In the past few months, I have been hearing of the phenomenon that is sweeping the nation - Narendra Modi. Through the print media, television and social networks, Modi has emerged as the most viable alternative to the current spineless government. However, I hear a lot of dectractors of Modi as well. I have heard a lot of people say that the Gujarat model is just a hot-air balloon and that the reality on the ground is different.
Earlier this month, we decided to test this for ourselves by taking a road-trip to Gujarat. Not a road-trip that shall just skirt the issue but plunge right down into the details. Not a road-trip that shall just give us a 1000-feet view but one that will get our hands dirty. Me and a buddy of mine (another impartial and like-minded observer) - Hrishikesh Oak; planned out a recon mission. Here's how it went -
If the image above is unclear -
First off, we got stuck at Ghodbundar road with horrific traffic. Just the preceding week, the Mumbai bypass incident had rendered that road useless. As is the norm, speedy repairs were being done at the same speed of lightning (if that lightning were made up of rubber balls in super-slo-mo instead of photons). We had to turn back and move to the Western Express Highway through Vikhroli. To be fair, the road improved considerably as soon as Mumbai limits were crossed. Since it was quite early in the morning, traffic was quite light. We hit the Gujarat border as the sun was coming up. My very first impression of the state was vast industrial areas outside city limits. The GIDC outside each big town was quite obvious and well-demarcated. Pollution around the GIDC was quite high though. The highway was broad, well-maintained and a joy to drive on.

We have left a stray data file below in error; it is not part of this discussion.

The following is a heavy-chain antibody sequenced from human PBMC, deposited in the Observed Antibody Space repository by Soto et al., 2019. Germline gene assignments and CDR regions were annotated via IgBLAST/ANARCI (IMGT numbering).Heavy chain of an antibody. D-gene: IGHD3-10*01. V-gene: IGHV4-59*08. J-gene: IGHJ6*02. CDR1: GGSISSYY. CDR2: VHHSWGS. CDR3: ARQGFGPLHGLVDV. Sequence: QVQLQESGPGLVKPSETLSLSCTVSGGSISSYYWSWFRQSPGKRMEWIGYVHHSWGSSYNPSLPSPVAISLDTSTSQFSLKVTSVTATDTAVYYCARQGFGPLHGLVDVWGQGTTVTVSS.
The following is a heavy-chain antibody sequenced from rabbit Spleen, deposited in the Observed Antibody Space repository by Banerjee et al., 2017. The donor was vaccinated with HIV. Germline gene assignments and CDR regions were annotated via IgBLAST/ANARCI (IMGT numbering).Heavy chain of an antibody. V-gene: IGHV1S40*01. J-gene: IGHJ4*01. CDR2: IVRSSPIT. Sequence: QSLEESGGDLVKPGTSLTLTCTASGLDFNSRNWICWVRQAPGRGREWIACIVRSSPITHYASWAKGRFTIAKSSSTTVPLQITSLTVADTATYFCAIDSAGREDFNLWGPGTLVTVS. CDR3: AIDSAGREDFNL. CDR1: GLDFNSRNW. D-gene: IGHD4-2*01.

Our first halt was the Sardar Sarovar Project on the Narmada River. Our first and only bad experience of the traffic was near Bharuch on the way there. There are two roads that cross the Narmada River at this point. The first is the Golden Bridge which goes through the interior portions of the city of Bharuch and the other is the highway. However, this bridge is being developed and there is always a lot of traffic on the highway because of this. We saw a lot of vehicles (all cars) being diverted to the wrong side of the road to get them out of the traffic jam faster. It took us an hour more than what we had anticipated to get to Ankleshwar where we had to turn off the highway to get to the dam.
On the approach road after we turned off the national highway we took a wrong turn. While re-routing ourselves back to the dam, we had to traverse/cross a number of small villages. The one thing that struck us was that ALL roads, even roads in small villages were -
- Constructed of tar